If the universe (call it ''U'') is causally closed, P.

Take the conjunction of the natural laws to be     If U is causally closed, then P

where now P is the conjunction of the consequents of all the laws. Let ''PAST'' denote a specific past state of the universe. Now, suppose determinism is true. Then:

(1) (If U is causally closed, then P) and PAST entails

F (the future (the actual future)),

i.e. (using ''N'' to mean ''Necessarily''),

(2) N (if (1) then F).

(2) is equivalent to

(3) N [if (if the U is causally closed then P) and PAST, then F],


(4) N [if (either U is not causally closed or P) and PAST, then F]


(5) N {if [(PAST and P) or (PAST and U is not causally closed)] then F}.

(5) is of the form

N if (p or q) then r; but then each of p and q entail r; hence

(6) N[if (PAST and P) then F] and N[if (PAST and U is not causally closed) then F].

But the right-hand conjunct of (6) is obviously false: clearly there is a possible world that (1) shares its past with the actual world, (2) is not causally closed (because, perhaps, God acts specially in it) and (3) does not share its future with the actual world. Therefore determinism, which entails (6), is false. Indeed, (given the usual view that propositions of the form Necessarily p are non-contingent, either necessarily true or necessarily false, (6) is necessarily false; hence determinism, which entails it, is also necessarily false.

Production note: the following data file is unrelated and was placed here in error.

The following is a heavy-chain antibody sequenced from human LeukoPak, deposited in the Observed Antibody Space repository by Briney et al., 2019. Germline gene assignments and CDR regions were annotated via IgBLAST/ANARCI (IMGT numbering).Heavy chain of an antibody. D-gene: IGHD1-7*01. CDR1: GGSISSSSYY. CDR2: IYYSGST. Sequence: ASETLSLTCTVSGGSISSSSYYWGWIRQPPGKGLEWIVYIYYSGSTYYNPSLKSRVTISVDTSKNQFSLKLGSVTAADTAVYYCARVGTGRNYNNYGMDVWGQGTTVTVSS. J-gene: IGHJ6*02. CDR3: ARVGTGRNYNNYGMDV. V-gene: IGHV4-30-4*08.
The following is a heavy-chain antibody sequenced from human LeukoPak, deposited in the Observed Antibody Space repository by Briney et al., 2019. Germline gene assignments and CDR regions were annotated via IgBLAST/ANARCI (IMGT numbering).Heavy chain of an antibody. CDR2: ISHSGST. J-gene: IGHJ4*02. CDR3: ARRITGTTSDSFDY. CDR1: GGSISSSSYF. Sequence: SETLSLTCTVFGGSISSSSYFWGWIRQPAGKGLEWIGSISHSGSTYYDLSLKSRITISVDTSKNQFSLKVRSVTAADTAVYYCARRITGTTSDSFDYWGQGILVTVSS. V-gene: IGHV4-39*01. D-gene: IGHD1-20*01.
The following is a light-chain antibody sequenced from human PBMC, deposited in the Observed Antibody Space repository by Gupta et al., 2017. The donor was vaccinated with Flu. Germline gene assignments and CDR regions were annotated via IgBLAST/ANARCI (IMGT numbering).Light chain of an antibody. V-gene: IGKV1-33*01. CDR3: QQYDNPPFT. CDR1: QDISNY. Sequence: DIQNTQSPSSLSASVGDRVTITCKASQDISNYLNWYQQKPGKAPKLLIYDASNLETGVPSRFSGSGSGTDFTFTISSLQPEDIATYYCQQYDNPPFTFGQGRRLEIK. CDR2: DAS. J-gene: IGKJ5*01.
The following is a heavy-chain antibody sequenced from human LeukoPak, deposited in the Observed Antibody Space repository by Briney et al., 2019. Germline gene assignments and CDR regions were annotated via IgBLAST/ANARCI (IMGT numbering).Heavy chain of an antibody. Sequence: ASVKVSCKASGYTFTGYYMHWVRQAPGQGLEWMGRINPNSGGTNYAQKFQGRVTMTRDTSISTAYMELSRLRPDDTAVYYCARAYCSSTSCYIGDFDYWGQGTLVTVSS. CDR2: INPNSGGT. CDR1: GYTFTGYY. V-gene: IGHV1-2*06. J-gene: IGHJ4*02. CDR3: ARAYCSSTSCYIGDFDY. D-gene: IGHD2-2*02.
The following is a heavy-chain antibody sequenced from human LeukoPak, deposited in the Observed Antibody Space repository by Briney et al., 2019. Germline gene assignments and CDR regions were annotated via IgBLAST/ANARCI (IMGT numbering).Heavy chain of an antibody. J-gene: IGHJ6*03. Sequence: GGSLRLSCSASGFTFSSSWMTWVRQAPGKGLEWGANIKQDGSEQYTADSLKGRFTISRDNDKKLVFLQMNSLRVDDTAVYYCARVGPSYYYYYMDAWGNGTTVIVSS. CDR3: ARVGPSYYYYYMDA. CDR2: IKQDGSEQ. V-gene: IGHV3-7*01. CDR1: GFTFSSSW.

Determinism so thought of is necessarily false; but the Laplacean picture (classical physics plus closure) clearly doesn't entail it. (This is clear just because Laplaceanism is clearly possible.) There is something in the neighborhood that it does entail, however. Consider the conjunction of the consequents of all the laws and call it ''L'': Laplaceanism entails that L and PAST entail the future. To put it another way: suppose we take it that the laws of nature—Newton's laws, for example—don't have the form that Mackie (and I) think they have, but consist simply in the consequents of the laws as Mackie thinks of them. Then the Laplacean picture does entail determinism, taken as the view that the past and the laws of nature entail the future. But the main point is that classical science doesn't entail either determinism or that the universe is in fact causally closed. It is therefore entirely consistent with special divine action in the world, including miracles.